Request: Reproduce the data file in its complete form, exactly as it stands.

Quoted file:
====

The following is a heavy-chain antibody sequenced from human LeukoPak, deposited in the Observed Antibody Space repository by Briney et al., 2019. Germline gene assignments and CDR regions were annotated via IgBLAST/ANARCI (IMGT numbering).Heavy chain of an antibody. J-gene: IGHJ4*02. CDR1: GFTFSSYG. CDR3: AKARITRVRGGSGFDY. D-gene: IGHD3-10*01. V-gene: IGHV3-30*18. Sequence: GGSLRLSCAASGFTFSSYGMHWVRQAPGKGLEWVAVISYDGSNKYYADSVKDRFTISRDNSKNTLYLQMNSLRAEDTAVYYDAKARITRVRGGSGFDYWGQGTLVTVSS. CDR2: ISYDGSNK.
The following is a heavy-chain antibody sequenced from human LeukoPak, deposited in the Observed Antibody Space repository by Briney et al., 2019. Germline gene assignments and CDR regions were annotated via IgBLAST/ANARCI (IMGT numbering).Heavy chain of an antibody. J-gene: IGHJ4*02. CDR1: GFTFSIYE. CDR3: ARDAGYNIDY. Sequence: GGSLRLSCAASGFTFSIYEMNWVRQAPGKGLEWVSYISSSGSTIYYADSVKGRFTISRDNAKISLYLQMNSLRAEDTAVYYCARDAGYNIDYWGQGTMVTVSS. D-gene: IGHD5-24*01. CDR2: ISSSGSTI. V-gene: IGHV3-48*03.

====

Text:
The following is a heavy-chain antibody sequenced from human LeukoPak, deposited in the Observed Antibody Space repository by Briney et al., 2019. Germline gene assignments and CDR regions were annotated via IgBLAST/ANARCI (IMGT numbering).Heavy chain of an antibody. J-gene: IGHJ4*02. CDR1: GFTFSSYG. CDR3: AKARITRVRGGSGFDY. D-gene: IGHD3-10*01. V-gene: IGHV3-30*18. Sequence: GGSLRLSCAASGFTFSSYGMHWVRQAPGKGLEWVAVISYDGSNKYYADSVKDRFTISRDNSKNTLYLQMNSLRAEDTAVYYDAKARITRVRGGSGFDYWGQGTLVTVSS. CDR2: ISYDGSNK.
The following is a heavy-chain antibody sequenced from human LeukoPak, deposited in the Observed Antibody Space repository by Briney et al., 2019. Germline gene assignments and CDR regions were annotated via IgBLAST/ANARCI (IMGT numbering).Heavy chain of an antibody. J-gene: IGHJ4*02. CDR1: GFTFSIYE. CDR3: ARDAGYNIDY. Sequence: GGSLRLSCAASGFTFSIYEMNWVRQAPGKGLEWVSYISSSGSTIYYADSVKGRFTISRDNAKISLYLQMNSLRAEDTAVYYCARDAGYNIDYWGQGTMVTVSS. D-gene: IGHD5-24*01. CDR2: ISSSGSTI. V-gene: IGHV3-48*03.